By Chas Barrie, SAIL Advocate
March 24, 2019
Results of the first week of me working at home:
The Covid-19 virus has definitely forced everyone into what may best be described as a brave new world. As I begin this strange new journey, I realize that I’m not alone. With that thought in mind, I decided to write this blog on tips I have found and my approach to working from home.
I should state that I suspect, like the majority of people thrown into this situation, home offices from the get-go can be a challenge. I’m no expert in this field but necessity is the mother of invention. The tips I have found and what seems to be working for me may help others.
It was somewhat of a surprise to find so many websites and blogs out there giving advice on working from a home office. A few of these sites have been included in this article, but again there are only a few listed but there are many more and a variety of tips and suggestions are included.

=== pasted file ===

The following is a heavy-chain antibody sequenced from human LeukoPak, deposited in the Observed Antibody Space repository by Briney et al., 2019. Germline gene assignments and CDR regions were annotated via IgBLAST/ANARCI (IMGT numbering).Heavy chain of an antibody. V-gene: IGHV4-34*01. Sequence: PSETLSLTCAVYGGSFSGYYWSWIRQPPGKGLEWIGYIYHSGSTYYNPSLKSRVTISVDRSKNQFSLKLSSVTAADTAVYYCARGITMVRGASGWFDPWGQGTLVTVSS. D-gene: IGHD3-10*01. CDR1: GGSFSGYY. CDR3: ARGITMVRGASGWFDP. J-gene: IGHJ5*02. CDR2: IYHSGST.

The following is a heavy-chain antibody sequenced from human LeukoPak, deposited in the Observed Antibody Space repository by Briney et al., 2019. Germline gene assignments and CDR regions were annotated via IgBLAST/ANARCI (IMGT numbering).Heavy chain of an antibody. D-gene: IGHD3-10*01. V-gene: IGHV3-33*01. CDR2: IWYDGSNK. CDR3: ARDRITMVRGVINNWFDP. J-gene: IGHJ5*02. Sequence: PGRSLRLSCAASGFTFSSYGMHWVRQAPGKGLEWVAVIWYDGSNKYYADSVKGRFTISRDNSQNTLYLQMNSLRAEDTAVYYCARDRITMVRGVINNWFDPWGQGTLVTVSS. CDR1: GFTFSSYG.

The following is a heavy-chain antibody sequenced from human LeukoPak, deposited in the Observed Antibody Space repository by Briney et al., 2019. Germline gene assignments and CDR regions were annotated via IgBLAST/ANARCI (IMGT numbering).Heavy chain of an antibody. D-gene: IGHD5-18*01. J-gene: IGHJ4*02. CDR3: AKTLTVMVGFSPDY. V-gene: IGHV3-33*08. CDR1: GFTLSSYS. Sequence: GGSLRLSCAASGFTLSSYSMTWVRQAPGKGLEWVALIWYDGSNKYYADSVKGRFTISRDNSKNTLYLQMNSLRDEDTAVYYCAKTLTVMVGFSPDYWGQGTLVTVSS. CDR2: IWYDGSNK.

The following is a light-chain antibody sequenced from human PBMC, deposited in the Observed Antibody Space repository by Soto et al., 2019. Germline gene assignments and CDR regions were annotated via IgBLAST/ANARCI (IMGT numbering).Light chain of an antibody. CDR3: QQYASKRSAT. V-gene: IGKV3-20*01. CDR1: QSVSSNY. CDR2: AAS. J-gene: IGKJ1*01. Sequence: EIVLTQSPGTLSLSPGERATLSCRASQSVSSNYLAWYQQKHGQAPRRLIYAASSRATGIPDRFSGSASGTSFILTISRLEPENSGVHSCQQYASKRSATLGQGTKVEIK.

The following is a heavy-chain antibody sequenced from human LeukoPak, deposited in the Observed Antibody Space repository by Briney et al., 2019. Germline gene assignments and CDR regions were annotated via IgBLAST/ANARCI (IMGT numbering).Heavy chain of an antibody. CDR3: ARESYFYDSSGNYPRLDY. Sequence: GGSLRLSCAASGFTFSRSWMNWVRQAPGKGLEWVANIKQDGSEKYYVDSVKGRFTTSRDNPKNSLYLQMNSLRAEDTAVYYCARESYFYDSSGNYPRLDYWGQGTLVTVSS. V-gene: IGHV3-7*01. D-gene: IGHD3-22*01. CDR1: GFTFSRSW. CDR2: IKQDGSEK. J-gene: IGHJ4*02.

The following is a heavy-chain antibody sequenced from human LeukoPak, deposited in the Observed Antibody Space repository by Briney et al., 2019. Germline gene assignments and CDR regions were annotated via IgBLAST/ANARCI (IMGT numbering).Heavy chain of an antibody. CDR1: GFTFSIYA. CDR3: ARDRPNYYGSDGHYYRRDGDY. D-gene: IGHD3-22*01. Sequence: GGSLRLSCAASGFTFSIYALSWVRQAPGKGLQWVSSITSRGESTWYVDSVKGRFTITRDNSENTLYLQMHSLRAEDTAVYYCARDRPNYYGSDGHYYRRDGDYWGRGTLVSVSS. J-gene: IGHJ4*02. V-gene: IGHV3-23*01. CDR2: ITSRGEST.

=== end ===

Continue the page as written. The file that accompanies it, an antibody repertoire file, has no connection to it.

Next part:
1. Choose a dedicated work space.
Despite what your spouse may think, the garage may not be the best place for your home office. The space you select should be comfortable, of course, with internet access and a space where you are able to spread your work out as needed. It should be a space where you can work undisturbed but this could be a relative term if you have a spouse and family.
Choose a comfortable chair, or maybe get rid of the chair all together. Try to create a soothing environment, but remember this is a space set aside specifically for work.
- Pretend you are going into the office. (because you are)
This tip has been found on many websites and for me it seemed to be the most logical. I get up the same time as always and start my day the same as usual. It seems reasonable to believe that to get a good routine working from home takes time planning and practice. Erik Devaney suggests: “The mental association you make between work and an office can make you more productive, and there’s no reason that feeling should be lost when telecommuting”.
When working from home, do all the things you’d do to prepare for an office role: Set your alarm, make (or go get) coffee, and wear nice clothes.
- Plan out what you’ll be working on ahead of time.